The Rise of the Student-Entrepreneur

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  • June 26, 2012

If you asked most people today, they would probably agree with the notion that a college sophomore can develop technology or launch a business that can transform an entire industry and define a generation. Bill Gates and Mark Zuckerberg have already blazed that trail. But often, just when those student entrepreneurs are ready to take off, they... well, take off.

This is a story I know well. I was part of the team in 2004 that left Harvard and headed west to build Facebook. The site had been spreading like wildfire at Harvard and about 30 other schools when we packed our bags, rented a house in Palo Alto, and headed for Silicon Valley. At the time, it felt like an unavoidable choice: student or entrepreneur.

Eventually, I made it back to Harvard, finishing my undergraduate degree in 2007 and even going back for a Master's in Education three years later. I don't regret the choice to go back for a moment. But I do regret that it had to be a choice in the first place.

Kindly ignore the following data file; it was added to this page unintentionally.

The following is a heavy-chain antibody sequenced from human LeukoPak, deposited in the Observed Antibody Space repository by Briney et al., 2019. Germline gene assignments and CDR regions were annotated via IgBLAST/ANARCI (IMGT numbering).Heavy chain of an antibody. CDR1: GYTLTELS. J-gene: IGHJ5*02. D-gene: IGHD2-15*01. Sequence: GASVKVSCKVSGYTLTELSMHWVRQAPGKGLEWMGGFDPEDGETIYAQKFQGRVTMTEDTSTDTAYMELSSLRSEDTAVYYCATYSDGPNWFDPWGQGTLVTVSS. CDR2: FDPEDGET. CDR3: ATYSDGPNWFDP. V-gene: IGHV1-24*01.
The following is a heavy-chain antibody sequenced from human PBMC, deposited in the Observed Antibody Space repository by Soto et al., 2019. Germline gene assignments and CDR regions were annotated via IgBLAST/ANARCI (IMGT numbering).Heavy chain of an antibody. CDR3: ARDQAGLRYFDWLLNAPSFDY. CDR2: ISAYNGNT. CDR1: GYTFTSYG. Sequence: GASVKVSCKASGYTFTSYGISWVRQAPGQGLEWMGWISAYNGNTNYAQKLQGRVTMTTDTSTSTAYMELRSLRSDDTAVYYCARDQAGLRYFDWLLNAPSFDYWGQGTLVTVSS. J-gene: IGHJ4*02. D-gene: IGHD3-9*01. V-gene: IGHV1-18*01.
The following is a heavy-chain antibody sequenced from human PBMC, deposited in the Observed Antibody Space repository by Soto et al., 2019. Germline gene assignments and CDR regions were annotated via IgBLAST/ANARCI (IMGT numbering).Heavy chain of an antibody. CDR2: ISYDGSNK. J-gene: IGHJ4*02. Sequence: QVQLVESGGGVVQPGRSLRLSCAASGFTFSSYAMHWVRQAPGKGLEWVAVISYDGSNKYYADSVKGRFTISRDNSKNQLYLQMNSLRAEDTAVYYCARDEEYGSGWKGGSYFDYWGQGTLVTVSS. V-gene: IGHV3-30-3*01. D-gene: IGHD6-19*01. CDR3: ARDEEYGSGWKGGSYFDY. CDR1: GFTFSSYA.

With the launch of The Experiment Fund, a seed-stage venture capital fund anchored at Harvard, and backed by a handful of top VCs, soon it may not be. The path from student to entrepreneur is changing from sequential to concurrent, and it finally seems clear that Harvard is committed to fueling and fostering entrepreneurship on its campus. Initially founded by NEA, the Xfund is announcing today that Accel and Polaris are joining as partners. Additionally, I will be joining as one of three new advisers.

As an angel investor, entrepreneur and Harvard graduate, I couldn't be more pleased. In addition to its talent, Harvard's greatest strengths have always been its network and its vast institutional resources. Now budding entrepreneurs can continue to take advantage of those strengths, while adding some of the world's best investors and company builders to the list, each bringing their own formidable resources and networks. And of course, while students and entrepreneurs alike are known for getting by on caffeine and ramen noodles, as Harvard knows, a little money never hurts, either.

Could the next Mark Zuckerberg or Bill Gates begin changing the world from inside those ivy-covered walls? It just became a whole lot easier.